Production change halts deliveries of Texan II

 - November 1, 2007, 6:17 AM

As reported first in AINalerts on September 20, the U.S. Air Force and Navy’s suspension of deliveries of the Hawker Beechcraft T-6A Texan II single-engine turboprop trainer resulted from an unapproved change to the manufacturing process of the airplane’s wing spar, according to a Hawker Beechcraft spokesman. Deliveries of the Joint Primary Aircraft Training System (JPATS) T-6A were suspended in July and should resume shortly, he said. “There is no safety-of-flight issue, and our testing has shown no impact on fatigue life of the aircraft or any other structural concerns. A revised process approval is being finalized with the FAA. The Air Force is conducting its own separate approval process, which will be completed shortly.”

During the suspension, the Air Force’s Air Education & Training Command (AETC) has limited the g loading on its fleet of 320 T-6As. “AETC continues to execute its primary mission of undergraduate pilot training under a g limitation suggested by the program office,” an AETC spokesman said.

Other T-6A operators include the Navy’s Air Test and Evaluation Squadron Two Zero (Nav Air), Hellenic Air Force of Greece and NATO Flying Training in Canada. More than 435 T-6As have been delivered and have logged more than 625,000 flying hours. Currently, only the U.S. Air Force and Navy have T-6A deliveries pending.
While resolution of the spar process approval is under way, Hawker Beechcraft continues to build airplanes for the Air Force and Navy contracts and is working with the FAA and the Air Force to resume deliveries, according to the spokesman. The JPATS contract required an FAA-certified aircraft, he added, hence the FAA’s involvement in approving the spar manufacturing process.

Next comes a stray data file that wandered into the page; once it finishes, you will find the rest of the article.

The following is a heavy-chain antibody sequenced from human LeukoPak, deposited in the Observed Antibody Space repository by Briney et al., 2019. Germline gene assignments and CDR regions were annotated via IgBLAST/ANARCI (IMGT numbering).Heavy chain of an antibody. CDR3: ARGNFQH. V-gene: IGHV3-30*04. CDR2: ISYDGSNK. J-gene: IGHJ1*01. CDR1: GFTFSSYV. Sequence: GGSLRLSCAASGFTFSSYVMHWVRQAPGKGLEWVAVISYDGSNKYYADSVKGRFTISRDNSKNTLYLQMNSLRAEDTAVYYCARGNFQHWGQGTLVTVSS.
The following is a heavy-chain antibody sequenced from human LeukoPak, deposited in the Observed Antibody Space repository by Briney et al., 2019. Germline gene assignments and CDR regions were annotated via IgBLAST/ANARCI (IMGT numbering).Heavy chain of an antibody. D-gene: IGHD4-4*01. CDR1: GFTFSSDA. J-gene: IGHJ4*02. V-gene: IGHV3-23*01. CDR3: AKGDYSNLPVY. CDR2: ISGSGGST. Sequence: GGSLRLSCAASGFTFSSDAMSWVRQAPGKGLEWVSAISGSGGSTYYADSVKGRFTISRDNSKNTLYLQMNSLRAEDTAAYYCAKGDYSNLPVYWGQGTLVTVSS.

“Hawker Beechcraft examined the T-6A’s forward and main spar caps using static strength analysis and determined that the wing could carry the plus 7-g load. Conservative fatigue and damage tolerance analysis showed no impact to the JPATS service life,” he said.

The manufacturer also demonstrated that “worst-case” forward spar caps “fabricated under FAA surveillance [the T-6A is also FAA approved] for a series of mechanical properties testing…showed that the forward spar test specimens met the requirements for material hardness, conductivity and metallurgical and chemical composition. Static and fatigue testing by an independent mechanical testing laboratory, in accordance with the FAA-concurred test plan, determined the forward spars met the material requirements for yield and ultimate strengths. Analysis of the fatigue testing showed that the fatigue life of the spars will meet the design service life of the T-6A without repair or additional inspections.”